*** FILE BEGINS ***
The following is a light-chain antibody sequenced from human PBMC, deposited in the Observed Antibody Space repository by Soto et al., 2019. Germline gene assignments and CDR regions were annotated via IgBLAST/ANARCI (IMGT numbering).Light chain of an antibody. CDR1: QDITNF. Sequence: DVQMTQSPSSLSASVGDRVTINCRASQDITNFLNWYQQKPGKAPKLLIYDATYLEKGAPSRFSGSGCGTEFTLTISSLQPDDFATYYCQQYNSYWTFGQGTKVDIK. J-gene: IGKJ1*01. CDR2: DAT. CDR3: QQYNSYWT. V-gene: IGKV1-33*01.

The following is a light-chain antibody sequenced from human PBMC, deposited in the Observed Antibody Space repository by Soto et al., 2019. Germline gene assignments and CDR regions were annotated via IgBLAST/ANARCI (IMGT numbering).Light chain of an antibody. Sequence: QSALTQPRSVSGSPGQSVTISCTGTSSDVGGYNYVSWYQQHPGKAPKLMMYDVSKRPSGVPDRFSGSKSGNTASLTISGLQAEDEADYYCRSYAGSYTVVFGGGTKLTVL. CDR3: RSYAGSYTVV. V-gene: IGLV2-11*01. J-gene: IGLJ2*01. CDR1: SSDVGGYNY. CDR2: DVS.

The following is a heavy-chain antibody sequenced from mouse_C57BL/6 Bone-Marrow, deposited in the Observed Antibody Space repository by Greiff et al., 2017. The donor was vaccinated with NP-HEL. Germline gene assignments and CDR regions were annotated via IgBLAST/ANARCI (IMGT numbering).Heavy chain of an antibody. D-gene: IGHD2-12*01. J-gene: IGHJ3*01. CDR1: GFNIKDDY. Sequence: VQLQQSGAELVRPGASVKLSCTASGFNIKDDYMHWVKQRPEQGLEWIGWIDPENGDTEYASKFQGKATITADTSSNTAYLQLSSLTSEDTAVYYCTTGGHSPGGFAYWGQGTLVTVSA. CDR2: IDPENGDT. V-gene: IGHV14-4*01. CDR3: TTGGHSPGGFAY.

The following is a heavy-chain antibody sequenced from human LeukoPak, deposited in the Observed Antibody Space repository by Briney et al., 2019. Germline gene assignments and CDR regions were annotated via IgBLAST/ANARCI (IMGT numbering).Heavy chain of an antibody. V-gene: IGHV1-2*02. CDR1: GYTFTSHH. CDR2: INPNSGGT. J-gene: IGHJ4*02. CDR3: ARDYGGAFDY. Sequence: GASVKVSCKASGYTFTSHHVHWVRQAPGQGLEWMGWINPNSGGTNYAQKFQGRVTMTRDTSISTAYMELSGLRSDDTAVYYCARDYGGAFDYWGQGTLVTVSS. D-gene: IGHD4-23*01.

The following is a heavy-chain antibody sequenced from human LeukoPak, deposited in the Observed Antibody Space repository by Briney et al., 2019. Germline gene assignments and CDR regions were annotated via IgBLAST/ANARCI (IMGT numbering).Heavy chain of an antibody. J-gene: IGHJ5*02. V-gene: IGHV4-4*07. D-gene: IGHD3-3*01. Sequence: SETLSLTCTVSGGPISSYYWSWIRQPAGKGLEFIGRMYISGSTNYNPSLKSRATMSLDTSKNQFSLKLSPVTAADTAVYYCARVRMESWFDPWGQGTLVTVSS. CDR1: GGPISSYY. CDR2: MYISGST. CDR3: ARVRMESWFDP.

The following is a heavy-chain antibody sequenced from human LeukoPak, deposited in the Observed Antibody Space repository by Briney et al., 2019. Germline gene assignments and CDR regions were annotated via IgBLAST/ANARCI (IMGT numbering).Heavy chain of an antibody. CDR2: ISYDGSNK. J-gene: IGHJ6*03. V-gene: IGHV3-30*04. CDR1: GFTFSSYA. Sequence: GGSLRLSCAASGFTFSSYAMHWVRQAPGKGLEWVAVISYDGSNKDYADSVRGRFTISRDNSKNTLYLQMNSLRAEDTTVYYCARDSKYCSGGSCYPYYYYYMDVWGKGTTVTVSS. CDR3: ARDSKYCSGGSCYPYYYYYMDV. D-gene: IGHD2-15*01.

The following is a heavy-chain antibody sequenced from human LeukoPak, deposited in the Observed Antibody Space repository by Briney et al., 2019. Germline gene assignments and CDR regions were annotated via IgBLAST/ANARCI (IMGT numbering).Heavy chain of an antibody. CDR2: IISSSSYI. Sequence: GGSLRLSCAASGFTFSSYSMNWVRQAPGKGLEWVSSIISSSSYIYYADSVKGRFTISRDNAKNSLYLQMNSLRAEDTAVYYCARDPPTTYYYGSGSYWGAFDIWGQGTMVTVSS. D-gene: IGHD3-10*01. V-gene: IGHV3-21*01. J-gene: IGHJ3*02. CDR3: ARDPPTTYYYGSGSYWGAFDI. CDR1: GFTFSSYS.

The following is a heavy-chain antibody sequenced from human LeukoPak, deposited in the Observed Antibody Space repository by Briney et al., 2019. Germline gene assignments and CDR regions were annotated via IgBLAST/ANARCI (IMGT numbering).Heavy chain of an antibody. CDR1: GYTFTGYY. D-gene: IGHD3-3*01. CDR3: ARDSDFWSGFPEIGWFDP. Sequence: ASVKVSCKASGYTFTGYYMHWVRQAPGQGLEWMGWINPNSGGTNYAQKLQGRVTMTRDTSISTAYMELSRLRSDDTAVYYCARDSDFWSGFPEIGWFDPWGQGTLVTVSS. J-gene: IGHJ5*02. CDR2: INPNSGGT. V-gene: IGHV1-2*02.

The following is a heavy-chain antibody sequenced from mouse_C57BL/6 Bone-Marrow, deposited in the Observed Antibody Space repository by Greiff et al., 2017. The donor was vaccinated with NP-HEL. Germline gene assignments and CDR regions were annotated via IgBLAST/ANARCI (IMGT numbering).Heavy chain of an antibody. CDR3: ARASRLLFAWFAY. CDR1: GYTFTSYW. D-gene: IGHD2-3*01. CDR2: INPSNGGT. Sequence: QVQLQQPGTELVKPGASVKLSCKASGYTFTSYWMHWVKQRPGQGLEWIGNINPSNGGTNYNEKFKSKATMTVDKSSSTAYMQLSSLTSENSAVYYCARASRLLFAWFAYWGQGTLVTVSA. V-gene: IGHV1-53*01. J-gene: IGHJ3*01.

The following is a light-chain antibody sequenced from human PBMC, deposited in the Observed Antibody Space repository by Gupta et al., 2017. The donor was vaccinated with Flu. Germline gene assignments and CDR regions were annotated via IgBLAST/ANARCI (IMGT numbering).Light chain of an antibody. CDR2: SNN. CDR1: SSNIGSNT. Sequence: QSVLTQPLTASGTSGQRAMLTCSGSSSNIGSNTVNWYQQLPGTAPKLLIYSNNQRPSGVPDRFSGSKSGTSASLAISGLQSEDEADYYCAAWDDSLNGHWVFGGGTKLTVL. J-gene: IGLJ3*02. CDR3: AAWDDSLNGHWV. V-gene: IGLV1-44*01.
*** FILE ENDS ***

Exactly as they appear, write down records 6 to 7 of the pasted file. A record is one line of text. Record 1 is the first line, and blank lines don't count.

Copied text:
The following is a heavy-chain antibody sequenced from human LeukoPak, deposited in the Observed Antibody Space repository by Briney et al., 2019. Germline gene assignments and CDR regions were annotated via IgBLAST/ANARCI (IMGT numbering).Heavy chain of an antibody. CDR2: ISYDGSNK. J-gene: IGHJ6*03. V-gene: IGHV3-30*04. CDR1: GFTFSSYA. Sequence: GGSLRLSCAASGFTFSSYAMHWVRQAPGKGLEWVAVISYDGSNKDYADSVRGRFTISRDNSKNTLYLQMNSLRAEDTTVYYCARDSKYCSGGSCYPYYYYYMDVWGKGTTVTVSS. CDR3: ARDSKYCSGGSCYPYYYYYMDV. D-gene: IGHD2-15*01.

The following is a heavy-chain antibody sequenced from human LeukoPak, deposited in the Observed Antibody Space repository by Briney et al., 2019. Germline gene assignments and CDR regions were annotated via IgBLAST/ANARCI (IMGT numbering).Heavy chain of an antibody. CDR2: IISSSSYI. Sequence: GGSLRLSCAASGFTFSSYSMNWVRQAPGKGLEWVSSIISSSSYIYYADSVKGRFTISRDNAKNSLYLQMNSLRAEDTAVYYCARDPPTTYYYGSGSYWGAFDIWGQGTMVTVSS. D-gene: IGHD3-10*01. V-gene: IGHV3-21*01. J-gene: IGHJ3*02. CDR3: ARDPPTTYYYGSGSYWGAFDI. CDR1: GFTFSSYS.